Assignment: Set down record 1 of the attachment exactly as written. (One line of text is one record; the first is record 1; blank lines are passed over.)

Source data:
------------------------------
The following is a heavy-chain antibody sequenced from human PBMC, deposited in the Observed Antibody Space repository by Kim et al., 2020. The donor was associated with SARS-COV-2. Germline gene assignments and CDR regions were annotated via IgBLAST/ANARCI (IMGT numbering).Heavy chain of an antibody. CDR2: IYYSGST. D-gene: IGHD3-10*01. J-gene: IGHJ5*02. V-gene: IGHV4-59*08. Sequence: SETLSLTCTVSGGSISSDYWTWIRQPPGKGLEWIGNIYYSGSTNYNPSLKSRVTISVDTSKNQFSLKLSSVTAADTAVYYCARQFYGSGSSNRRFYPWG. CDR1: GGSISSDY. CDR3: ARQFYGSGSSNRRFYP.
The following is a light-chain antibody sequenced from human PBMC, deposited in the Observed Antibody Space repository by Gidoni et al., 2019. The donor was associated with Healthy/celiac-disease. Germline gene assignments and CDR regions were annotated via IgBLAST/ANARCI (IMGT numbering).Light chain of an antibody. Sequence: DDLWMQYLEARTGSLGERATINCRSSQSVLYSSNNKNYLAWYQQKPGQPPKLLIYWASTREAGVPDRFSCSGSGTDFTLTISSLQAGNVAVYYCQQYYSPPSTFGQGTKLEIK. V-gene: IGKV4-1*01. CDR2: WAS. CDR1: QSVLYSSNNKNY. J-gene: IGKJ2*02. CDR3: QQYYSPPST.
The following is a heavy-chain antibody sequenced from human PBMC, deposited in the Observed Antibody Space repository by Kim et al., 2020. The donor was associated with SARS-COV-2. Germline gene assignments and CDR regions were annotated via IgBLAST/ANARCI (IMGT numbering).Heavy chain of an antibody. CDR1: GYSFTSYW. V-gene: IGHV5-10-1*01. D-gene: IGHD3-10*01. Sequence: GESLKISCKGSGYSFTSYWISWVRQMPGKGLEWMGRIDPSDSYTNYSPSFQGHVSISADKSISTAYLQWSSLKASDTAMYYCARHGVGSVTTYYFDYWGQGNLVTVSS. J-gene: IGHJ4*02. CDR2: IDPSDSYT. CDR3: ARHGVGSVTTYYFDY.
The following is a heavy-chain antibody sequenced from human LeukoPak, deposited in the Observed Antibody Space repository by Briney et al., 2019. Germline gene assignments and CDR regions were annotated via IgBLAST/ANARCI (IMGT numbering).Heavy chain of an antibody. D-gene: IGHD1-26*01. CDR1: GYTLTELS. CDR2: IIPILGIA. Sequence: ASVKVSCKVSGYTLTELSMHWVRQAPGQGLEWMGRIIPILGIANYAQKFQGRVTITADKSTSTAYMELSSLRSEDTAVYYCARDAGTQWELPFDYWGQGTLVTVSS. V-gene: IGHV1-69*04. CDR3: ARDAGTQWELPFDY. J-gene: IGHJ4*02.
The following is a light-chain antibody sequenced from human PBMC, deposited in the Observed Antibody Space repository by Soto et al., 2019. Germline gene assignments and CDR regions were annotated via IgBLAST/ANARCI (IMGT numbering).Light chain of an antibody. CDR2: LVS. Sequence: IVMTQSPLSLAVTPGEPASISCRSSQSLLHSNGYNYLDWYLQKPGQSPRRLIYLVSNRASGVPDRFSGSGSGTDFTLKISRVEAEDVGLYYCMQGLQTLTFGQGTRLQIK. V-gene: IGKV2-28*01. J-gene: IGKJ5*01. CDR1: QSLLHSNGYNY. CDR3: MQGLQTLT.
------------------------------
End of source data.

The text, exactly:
The following is a heavy-chain antibody sequenced from human PBMC, deposited in the Observed Antibody Space repository by Kim et al., 2020. The donor was associated with SARS-COV-2. Germline gene assignments and CDR regions were annotated via IgBLAST/ANARCI (IMGT numbering).Heavy chain of an antibody. CDR2: IYYSGST. D-gene: IGHD3-10*01. J-gene: IGHJ5*02. V-gene: IGHV4-59*08. Sequence: SETLSLTCTVSGGSISSDYWTWIRQPPGKGLEWIGNIYYSGSTNYNPSLKSRVTISVDTSKNQFSLKLSSVTAADTAVYYCARQFYGSGSSNRRFYPWG. CDR1: GGSISSDY. CDR3: ARQFYGSGSSNRRFYP.